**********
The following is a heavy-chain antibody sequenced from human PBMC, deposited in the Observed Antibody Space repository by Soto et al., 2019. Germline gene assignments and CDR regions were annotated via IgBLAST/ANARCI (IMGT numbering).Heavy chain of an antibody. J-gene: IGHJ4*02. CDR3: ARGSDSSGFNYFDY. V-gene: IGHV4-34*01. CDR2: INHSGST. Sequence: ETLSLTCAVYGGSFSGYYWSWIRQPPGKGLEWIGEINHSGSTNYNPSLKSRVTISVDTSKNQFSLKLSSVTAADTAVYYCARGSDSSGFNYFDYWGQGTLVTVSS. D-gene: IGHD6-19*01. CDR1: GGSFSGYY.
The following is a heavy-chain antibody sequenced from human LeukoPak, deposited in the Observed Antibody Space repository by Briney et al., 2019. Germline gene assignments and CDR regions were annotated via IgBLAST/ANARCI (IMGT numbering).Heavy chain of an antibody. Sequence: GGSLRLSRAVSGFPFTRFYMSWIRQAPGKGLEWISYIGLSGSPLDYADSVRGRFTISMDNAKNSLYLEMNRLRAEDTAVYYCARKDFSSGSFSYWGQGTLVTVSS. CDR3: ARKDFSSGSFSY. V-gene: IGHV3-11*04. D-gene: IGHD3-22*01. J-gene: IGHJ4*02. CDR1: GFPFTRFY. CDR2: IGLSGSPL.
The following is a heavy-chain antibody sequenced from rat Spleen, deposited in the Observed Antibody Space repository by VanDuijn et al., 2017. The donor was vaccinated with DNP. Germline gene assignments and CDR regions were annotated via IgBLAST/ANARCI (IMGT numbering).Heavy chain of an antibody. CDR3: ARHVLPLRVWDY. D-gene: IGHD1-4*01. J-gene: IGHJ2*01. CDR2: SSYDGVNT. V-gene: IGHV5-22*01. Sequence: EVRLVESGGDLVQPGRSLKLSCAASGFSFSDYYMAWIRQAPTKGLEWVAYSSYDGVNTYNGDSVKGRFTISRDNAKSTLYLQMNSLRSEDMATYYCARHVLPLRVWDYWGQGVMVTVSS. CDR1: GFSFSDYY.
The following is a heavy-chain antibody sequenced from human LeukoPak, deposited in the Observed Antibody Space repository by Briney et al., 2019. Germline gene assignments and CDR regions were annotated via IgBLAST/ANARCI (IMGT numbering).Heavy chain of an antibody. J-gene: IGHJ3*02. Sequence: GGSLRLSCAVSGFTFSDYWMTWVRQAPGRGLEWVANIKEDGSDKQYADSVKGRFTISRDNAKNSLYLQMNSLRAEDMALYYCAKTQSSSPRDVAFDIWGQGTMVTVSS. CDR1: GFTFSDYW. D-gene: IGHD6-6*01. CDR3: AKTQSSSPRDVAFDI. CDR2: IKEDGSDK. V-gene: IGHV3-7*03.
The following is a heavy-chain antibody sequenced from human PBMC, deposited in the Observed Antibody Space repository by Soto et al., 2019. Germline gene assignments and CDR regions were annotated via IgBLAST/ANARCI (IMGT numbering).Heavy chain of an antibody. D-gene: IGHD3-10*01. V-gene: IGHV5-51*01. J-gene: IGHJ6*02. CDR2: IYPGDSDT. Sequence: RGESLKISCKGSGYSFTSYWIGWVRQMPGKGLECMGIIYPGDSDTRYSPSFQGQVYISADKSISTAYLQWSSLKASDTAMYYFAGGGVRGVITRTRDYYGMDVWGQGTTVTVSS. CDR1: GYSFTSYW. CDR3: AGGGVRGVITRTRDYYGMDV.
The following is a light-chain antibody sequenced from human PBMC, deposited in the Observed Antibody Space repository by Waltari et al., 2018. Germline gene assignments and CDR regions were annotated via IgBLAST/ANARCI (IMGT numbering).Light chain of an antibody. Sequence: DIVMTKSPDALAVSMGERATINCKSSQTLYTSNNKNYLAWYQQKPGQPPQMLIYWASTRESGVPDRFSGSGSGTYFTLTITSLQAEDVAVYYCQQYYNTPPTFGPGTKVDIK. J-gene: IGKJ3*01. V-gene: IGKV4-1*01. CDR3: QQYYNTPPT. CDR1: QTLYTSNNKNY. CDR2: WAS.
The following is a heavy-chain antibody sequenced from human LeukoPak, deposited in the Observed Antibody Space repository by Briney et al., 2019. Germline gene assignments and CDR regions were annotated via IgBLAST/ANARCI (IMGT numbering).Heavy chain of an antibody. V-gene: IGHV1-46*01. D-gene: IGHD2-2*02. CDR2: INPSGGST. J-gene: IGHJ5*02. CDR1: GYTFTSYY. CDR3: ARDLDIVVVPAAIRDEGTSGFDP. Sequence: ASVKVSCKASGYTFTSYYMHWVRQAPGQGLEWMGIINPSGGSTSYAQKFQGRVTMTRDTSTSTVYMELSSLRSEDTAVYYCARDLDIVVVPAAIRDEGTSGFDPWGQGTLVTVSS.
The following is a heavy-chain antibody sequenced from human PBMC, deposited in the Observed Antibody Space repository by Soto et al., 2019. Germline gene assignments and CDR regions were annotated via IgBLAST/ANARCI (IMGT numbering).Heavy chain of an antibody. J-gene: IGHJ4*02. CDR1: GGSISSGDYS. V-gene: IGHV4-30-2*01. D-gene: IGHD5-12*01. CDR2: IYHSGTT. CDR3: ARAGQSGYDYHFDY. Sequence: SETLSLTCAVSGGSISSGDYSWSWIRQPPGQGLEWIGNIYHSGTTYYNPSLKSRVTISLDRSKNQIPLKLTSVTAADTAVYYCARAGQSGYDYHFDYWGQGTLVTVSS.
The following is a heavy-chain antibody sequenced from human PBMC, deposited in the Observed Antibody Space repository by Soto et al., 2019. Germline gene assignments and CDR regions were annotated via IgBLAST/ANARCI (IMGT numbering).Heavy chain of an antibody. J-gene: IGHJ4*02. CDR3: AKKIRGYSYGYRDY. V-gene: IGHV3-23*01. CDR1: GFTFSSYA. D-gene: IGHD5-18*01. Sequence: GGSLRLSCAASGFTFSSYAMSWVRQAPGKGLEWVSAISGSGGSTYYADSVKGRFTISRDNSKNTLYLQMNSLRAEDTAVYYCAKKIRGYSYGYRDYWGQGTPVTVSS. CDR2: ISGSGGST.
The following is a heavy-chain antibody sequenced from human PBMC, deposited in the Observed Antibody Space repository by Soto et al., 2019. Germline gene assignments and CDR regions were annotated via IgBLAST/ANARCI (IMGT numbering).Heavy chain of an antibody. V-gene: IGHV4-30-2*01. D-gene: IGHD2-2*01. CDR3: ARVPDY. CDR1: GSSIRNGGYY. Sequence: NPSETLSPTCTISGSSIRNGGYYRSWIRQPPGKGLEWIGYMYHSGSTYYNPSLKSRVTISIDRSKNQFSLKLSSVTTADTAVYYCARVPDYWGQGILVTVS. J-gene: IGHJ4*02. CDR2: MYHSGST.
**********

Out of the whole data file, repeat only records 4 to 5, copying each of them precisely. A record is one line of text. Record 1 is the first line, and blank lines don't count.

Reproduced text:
The following is a heavy-chain antibody sequenced from human LeukoPak, deposited in the Observed Antibody Space repository by Briney et al., 2019. Germline gene assignments and CDR regions were annotated via IgBLAST/ANARCI (IMGT numbering).Heavy chain of an antibody. J-gene: IGHJ3*02. Sequence: GGSLRLSCAVSGFTFSDYWMTWVRQAPGRGLEWVANIKEDGSDKQYADSVKGRFTISRDNAKNSLYLQMNSLRAEDMALYYCAKTQSSSPRDVAFDIWGQGTMVTVSS. CDR1: GFTFSDYW. D-gene: IGHD6-6*01. CDR3: AKTQSSSPRDVAFDI. CDR2: IKEDGSDK. V-gene: IGHV3-7*03.
The following is a heavy-chain antibody sequenced from human PBMC, deposited in the Observed Antibody Space repository by Soto et al., 2019. Germline gene assignments and CDR regions were annotated via IgBLAST/ANARCI (IMGT numbering).Heavy chain of an antibody. D-gene: IGHD3-10*01. V-gene: IGHV5-51*01. J-gene: IGHJ6*02. CDR2: IYPGDSDT. Sequence: RGESLKISCKGSGYSFTSYWIGWVRQMPGKGLECMGIIYPGDSDTRYSPSFQGQVYISADKSISTAYLQWSSLKASDTAMYYFAGGGVRGVITRTRDYYGMDVWGQGTTVTVSS. CDR1: GYSFTSYW. CDR3: AGGGVRGVITRTRDYYGMDV.